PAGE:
One thing that I would be interested in seeing is the role of Thai Chinese in all of this. Somewhere along the way, I was given the impression that there was tension between successful Thai Chinese (of which my BFF's family is part) and ethnic Thais. So, yes religious tensions and yes rural poor/urban rich tensions, but also I wonder about the tensions between ethnic groups.

All in all, I think the West underestimates the explosive potential in Thailand at its peril. The shutting down of the airports a couple years back was only a taste of what I really fear is to come--though it would be wonderful to see a solution for the red/yellow issues, these are not simple issues and the king is getting weaker.
posted by librarylis at 11:45 PM on April 2, 2010 [2 favorites]

Thanks for you personal insight, librarylis.
posted by smoke at 4:02 AM on April 3, 2010

I don't think the Thai-Chinese tensions come into play much in this situation at all. Thaksin of course is Chinese, as are the most prominent leaders of the PAD, Sondhi and Chamlong. Thaksin's inner circle are Chinese, and so are many of the army generals aligned with the yellow shirts. Even the king's family has Chinese roots. The racial situation is so confused it's kind of useless to try to view the conflict in that context. Typically "Thai" social groups that fall on the same ethnic side are in opposition here, like the Santi Asoke movement -- fervent yellow shirters that are formed mainly of upcountry working class -- and Thaksin's Thai Rak Thai party (literally Thais Love Thais -- an ironically nationalistic name for a party headed by a Chinese) found its major base among pretty much the same crowd.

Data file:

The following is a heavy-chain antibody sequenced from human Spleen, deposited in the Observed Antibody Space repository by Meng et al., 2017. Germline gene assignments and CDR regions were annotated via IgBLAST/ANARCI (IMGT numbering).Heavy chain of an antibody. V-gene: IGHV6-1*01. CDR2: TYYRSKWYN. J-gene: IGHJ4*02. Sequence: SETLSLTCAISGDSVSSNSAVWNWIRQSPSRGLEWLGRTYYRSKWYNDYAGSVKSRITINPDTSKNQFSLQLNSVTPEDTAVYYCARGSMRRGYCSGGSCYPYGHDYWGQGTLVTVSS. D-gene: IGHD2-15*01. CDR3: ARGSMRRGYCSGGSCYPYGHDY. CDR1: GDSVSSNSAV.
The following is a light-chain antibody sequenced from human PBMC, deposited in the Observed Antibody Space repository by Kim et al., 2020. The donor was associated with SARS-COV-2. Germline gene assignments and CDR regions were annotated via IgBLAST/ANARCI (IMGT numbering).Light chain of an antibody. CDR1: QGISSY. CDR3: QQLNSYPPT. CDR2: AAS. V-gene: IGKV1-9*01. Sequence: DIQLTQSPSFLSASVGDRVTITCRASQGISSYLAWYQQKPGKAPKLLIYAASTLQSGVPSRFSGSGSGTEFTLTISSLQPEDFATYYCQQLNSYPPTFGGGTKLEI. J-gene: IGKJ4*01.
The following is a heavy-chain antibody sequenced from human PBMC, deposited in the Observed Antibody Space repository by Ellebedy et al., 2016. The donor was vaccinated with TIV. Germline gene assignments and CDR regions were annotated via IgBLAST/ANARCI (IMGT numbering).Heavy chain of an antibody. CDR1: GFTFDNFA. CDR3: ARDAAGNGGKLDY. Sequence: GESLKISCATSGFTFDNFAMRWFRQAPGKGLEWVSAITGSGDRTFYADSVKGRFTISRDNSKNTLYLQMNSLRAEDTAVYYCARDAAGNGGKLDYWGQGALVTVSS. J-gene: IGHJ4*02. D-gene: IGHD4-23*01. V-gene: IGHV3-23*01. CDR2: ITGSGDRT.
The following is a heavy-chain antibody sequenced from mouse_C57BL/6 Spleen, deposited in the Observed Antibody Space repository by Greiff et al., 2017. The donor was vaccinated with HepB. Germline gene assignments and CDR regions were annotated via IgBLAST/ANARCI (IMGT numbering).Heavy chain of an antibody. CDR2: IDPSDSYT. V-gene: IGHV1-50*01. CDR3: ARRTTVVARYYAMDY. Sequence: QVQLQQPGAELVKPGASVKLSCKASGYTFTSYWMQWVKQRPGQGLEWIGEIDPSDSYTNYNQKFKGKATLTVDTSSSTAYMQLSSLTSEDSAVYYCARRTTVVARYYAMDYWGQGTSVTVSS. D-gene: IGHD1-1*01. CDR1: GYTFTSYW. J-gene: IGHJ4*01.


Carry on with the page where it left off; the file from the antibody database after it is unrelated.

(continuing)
Fifty or sixty years ago race would have been a much bigger issue, as a string of Thai generals stirred up anti-Chinese sentiment with the bogeyman of communism to strengthen their positions. (Interestingly, the dish Pad Thai gets its name through this anti-Chinese racism -- one of the dictators of the time, Phibul, came up with the name for a variation of the dish to create a strictly "Thai" food for Thai people -- one that didn't include rice, which was associated with the Chinese.)

But yes, the situation will really play itself out when the king dies. What's going on right now is pretty much all the interested parties jockeying to be in the best position when the old man finally checks out. Things will likely get very, very ugly in the near future.
posted by Kraftmatic Adjustable Cheese at 10:03 AM on April 6, 2010